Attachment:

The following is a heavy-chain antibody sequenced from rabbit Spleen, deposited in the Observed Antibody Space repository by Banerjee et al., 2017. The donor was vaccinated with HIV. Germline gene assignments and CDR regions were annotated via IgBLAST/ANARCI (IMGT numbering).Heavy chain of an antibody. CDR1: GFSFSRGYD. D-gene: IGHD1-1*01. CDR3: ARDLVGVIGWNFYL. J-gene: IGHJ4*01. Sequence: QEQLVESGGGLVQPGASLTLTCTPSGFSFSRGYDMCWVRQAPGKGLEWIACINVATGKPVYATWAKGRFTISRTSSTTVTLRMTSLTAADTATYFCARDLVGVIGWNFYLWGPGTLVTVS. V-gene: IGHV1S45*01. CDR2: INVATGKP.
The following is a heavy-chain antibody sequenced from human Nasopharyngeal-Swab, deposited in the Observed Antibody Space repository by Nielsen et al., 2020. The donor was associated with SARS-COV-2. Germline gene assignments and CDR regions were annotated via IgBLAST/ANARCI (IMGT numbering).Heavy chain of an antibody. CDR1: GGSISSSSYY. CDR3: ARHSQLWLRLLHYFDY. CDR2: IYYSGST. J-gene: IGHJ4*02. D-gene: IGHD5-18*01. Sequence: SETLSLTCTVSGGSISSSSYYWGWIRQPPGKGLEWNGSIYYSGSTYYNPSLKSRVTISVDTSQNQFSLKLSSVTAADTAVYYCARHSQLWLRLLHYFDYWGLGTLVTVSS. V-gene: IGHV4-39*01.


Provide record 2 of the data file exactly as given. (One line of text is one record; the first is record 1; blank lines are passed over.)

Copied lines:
The following is a heavy-chain antibody sequenced from human Nasopharyngeal-Swab, deposited in the Observed Antibody Space repository by Nielsen et al., 2020. The donor was associated with SARS-COV-2. Germline gene assignments and CDR regions were annotated via IgBLAST/ANARCI (IMGT numbering).Heavy chain of an antibody. CDR1: GGSISSSSYY. CDR3: ARHSQLWLRLLHYFDY. CDR2: IYYSGST. J-gene: IGHJ4*02. D-gene: IGHD5-18*01. Sequence: SETLSLTCTVSGGSISSSSYYWGWIRQPPGKGLEWNGSIYYSGSTYYNPSLKSRVTISVDTSQNQFSLKLSSVTAADTAVYYCARHSQLWLRLLHYFDYWGLGTLVTVSS. V-gene: IGHV4-39*01.